Time-Life Corporation itself organized "an extraordinary conference" in Geneva in 1967, which, according to dissident writer, John Pilger, "designed the corporate takeover of Indonesia." Everyone was there, from major oil companies and banks to firms such as General Motors, American Express, and Goodyear.

"We are trying to create a new climate," said the president of Time Inc., James Linen, as he opened the Geneva meet, "in which private enterprise and developing countries work together … for the greater profit of the free world. This world of international enterprise is more than governments … It is the seamless web of enterprise, which has been shaping the global environment at revolutionary speed."

Linen’s speech was visionary, as if it were a manifesto of corporate globalization issued from the Davos Forum. With a few changes in dates, perhaps it was.

On the second day of the gathering in Geneva, "the Indonesian economy was carved up, sector by sector," said Jeffrey Winters, a Northwestern University of Chicago professor who studied the Geneva conference papers. Won by Suharto, Southeast Asia’s greatest prize was "divided up into five different sections: mining and finance in one room, services in another, light industry in another, banking and finaince in another; and what Chase Manhattan did was sit with a delegation and hammer out policies that were going to be acceptable to them and other investors. You had these big corporate people going around the table, saying this is what we need: this, this and this, and they basically designed the legal infrastructure for investment in Indonesia."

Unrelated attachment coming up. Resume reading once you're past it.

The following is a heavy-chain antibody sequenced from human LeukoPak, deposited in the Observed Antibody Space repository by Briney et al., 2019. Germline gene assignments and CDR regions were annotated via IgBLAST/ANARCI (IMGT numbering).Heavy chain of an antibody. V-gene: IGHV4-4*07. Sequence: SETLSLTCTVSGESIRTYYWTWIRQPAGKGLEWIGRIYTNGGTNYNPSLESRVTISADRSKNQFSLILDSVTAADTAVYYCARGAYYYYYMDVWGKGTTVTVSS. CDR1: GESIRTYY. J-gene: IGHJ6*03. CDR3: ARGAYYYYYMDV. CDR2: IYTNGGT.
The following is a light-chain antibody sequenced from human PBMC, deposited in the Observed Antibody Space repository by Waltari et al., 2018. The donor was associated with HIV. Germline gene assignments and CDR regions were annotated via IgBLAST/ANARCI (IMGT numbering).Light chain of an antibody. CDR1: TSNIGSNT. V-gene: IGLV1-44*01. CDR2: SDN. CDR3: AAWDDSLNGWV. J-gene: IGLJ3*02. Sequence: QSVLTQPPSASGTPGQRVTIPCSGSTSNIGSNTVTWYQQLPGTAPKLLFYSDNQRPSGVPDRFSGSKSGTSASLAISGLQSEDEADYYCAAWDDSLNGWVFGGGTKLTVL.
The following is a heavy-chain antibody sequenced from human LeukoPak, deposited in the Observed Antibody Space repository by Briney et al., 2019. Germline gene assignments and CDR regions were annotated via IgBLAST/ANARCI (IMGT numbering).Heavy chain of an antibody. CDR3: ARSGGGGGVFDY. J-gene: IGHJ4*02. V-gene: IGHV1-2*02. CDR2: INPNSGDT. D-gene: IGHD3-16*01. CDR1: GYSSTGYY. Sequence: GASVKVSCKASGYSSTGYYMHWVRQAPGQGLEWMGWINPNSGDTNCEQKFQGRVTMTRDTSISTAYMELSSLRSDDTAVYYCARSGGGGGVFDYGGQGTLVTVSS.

There was a deal, recounted the BBC Southeast Asia correspondent Roland Challis, who admitted that he had unwittingly used as news official hogwash fed to him by the British government’s Foreign Office. "It was only much later that we learned the American embassy was supplying names and ticking them off as they were killed…. In establishing the Suharto regime, the involvement of the IMF and the World Bank was part of it. Sukarno had kicked them out; now Suharto would bring them back. That was the deal." #



1. Seth Mydans, "Respects paid to dying Suharto," New York Times, 8 January 2008.

2. Seth Mydans, "Suharto suffers more setbacks," New York Times, 9 January 2008.

3. Seth Mydans, "Indonesia watches as an ailing suharto clings to life," New York Times, 15 January 2008.

4. Seth Mydans, "Suharto’s victims not so ready to forgive," International Herald Tribune, 17 January 2008.

5. See Central Intelligence Agency, Directorate of Intelligence, Intelligence Report: Indonesia 1965, The Coup That Backfired, Langley, CIA, 1968, cited in John Pilger, The New Rulers of the World (Verso, London: 2002).

6. See James Reston, "Washington: A Gleam of Light in Asia," New York Times, 19 June 1966, cited in Footnotes for: Understanding Power: The Indispensable Chomsky, ed. Peter R. Mitchell and John Schoeffer (The New Press, New York: 2002)

7. "Vengeance with a Smile," Time, July 15, 1966, cited in Understanding Power.

8. See Economist (London), "The extended family; Two fathers: Sukarno and Suharto," 15 August 1987, and John Murray Brown, "Bringing Irian Jaya into 20th century," Christian Science Monitor, 6 February 1987. Cited in Understanding Power.

9. John Pilger, The New Rulers of the World (Verso, London: 2002).


This is a footnoted version of an article in BusinessMirror (Philippines), Jan. 29, 2008.